Web start-ups are having a hard time hiring good programmers.When Michael Glukhovsky and Slava Akhmechet, the founders of RethinkDB, a database technology startup that changes how people store and access data, received $1.2 million in funding earlier this year, they began looking for their first employee. They turned to job boards. They recruited from their site. They tried to poach talent. They even wrote a blog post on their hiring woes and entered the how-to fray.
Their efforts didn't end there. They briefed a recruiter on their complex technology, but ultimately that was a waste of time—and dollars. And in four months, the hundreds of resumes, dozens of phone screens, and numerous four-hour meetings with viable candidates yielded no one who fit their criteria. So they started their company with students and post-grads eager to tackle a computer-science problem rather than become founding members at a startup.
Unemployment is chronic in much of the country, but in Silicon Valley, employees have their pick of jobs. In an economic climate that is the near converse of a recession, talent is scarce and star programmers have the upper hand. Pressured to solve the dull hiring puzzle, founders have started reconfiguring the way people get jobs. The result? Americans, more and more, will find work not via recruiters, job boards, and resumes, but by showcasing themselves online and undergoing less subjective automated assessments.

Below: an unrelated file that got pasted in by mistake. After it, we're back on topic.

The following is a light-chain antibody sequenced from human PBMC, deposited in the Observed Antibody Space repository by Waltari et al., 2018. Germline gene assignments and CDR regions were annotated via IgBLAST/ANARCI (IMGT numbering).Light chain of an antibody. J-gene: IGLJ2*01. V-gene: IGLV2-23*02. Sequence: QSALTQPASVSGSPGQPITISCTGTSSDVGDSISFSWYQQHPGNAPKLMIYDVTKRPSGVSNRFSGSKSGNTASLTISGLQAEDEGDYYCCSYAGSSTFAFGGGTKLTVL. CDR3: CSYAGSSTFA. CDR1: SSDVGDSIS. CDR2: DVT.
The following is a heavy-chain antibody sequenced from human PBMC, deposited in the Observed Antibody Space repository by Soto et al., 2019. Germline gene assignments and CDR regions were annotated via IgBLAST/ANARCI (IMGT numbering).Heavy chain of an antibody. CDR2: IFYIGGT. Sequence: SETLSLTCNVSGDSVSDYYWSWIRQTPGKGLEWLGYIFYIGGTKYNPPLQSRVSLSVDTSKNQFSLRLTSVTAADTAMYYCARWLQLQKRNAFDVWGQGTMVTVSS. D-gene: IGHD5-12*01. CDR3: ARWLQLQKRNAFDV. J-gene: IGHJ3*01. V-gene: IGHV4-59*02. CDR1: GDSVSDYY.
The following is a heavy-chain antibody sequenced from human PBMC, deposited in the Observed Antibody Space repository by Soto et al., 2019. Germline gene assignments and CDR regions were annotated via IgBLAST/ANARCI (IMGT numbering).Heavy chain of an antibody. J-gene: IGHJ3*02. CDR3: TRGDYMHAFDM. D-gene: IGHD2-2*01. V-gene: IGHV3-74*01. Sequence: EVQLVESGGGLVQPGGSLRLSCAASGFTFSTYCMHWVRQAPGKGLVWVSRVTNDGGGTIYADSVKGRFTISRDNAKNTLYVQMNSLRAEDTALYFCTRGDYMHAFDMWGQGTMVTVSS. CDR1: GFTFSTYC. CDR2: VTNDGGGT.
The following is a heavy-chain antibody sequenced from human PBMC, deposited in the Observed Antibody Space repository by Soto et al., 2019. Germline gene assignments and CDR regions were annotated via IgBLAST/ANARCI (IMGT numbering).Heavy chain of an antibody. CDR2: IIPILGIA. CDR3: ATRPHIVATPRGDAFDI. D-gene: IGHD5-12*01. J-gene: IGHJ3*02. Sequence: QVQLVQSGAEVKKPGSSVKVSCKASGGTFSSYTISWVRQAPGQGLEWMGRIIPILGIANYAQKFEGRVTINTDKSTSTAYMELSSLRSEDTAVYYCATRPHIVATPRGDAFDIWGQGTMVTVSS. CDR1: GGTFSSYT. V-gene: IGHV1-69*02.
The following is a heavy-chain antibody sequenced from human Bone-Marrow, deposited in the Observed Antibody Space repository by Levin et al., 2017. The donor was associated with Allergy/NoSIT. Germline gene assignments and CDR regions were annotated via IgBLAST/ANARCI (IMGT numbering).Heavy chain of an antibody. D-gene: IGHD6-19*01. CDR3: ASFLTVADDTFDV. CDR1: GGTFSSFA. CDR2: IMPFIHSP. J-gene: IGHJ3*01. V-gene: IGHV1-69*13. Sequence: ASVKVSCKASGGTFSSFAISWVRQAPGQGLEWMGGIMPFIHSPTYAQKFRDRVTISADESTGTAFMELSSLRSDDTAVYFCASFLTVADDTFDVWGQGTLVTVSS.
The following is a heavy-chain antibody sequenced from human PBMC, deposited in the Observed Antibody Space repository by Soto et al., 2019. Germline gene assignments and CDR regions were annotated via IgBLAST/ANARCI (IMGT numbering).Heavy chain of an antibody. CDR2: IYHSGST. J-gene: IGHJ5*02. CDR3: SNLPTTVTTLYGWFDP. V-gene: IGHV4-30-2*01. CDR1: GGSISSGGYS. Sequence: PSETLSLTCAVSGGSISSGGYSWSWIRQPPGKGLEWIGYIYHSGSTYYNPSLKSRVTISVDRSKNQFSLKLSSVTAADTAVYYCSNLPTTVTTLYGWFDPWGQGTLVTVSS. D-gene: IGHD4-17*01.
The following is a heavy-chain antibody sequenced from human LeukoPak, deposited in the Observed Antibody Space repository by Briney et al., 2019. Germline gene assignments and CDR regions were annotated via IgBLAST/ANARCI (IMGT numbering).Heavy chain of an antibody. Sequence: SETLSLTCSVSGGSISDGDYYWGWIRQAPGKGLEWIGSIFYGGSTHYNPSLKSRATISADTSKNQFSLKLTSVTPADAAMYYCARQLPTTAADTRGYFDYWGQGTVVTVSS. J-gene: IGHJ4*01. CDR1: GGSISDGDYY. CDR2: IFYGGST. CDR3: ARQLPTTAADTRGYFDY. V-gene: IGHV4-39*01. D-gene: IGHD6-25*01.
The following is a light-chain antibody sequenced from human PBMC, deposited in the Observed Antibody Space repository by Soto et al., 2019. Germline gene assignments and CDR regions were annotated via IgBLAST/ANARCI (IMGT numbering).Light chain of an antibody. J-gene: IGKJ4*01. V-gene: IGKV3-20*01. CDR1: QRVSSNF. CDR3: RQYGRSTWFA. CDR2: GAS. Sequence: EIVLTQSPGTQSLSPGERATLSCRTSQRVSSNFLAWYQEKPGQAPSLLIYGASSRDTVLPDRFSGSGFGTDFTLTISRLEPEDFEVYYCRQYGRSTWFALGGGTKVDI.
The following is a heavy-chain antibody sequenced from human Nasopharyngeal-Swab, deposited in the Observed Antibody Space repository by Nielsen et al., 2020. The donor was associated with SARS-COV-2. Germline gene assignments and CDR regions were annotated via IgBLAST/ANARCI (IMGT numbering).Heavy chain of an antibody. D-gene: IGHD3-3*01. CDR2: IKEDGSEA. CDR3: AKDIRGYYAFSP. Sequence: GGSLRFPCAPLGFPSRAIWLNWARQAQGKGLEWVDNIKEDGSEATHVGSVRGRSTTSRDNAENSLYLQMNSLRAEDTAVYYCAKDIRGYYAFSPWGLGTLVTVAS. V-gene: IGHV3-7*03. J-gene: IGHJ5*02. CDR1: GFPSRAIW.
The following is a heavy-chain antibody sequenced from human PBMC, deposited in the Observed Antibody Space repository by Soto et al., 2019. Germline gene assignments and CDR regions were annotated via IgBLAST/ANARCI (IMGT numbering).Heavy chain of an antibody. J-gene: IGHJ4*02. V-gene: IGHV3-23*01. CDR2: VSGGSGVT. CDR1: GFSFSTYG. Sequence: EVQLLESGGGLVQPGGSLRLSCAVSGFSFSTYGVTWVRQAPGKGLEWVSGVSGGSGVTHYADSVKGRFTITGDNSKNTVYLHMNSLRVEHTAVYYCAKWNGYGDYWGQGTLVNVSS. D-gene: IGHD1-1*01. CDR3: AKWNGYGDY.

Startups that enter the Y Combinator program don’t generally do it for the money alone — most companies receive $20,000 or less in seed funding. Instead, they do it for the exposure, connections, mentors, and resources that the YC program affords. And they just got one more major perk: Facebook has announced that it will be working to help YC companies create “transformative social experiences”, and it’s going to give them preferential treatment and access to company resources. From the Facebook post:
We’ll provide product, technical and design resources to support new Y Combinator companies interested in working with us to build deeply social products, whether a website or an application on Facebook.com. These companies will have priority access to our technologies and programs such as Facebook Credits, Instant Personalization and upcoming beta features. Y Combinator will be publishing a “Request for Startup” focused on social startups and is now looking for interested entrepreneurs for their winter 2011 funding cycle.
Congrats Francisco, Ross and Tom!
Dozens of Silicon Valley’s top investors turned out to see the latest crop of companies from Y Combinator, which kicked off the 11th Demo Day at its Mountain View headquarters on Tuesday.
Thirty-six companies showed off what they had built and made their pitches in an "American Idol"-style audition for judges with deep pockets and connections. They each had 2.5 minutes to give presentations. With a mini heat wave hitting Silicon Valley, entrepreneurs could blame their sweaty brows on the weather.
Y Combinator is like a boot camp for entrepreneurs, total immersion in start-up life courtesy of Paul Graham and Jessica Livingston, the brains behind the operation that invests time and money in promising teams and technologies.
The 36 companies made this Demo Day the largest. Graham said nine of the 36 are already profitable.
Among the notables in the audience: prolific angel investors Ron Conway, Aydin Senkut, Ariel Poler, Jeff Clavier and Keith Rabois (who will soon spend his time on Square rather than on investments). Adding to the star power were Ashton Kutcher and wife Demi Moore. Kutcher helped catapult Twitter into the mainstream and invests in technology ventures. But he wasn't the only one holding court. Moore reeled in entrepreneurs with smart, thoughtful suggestions for new features.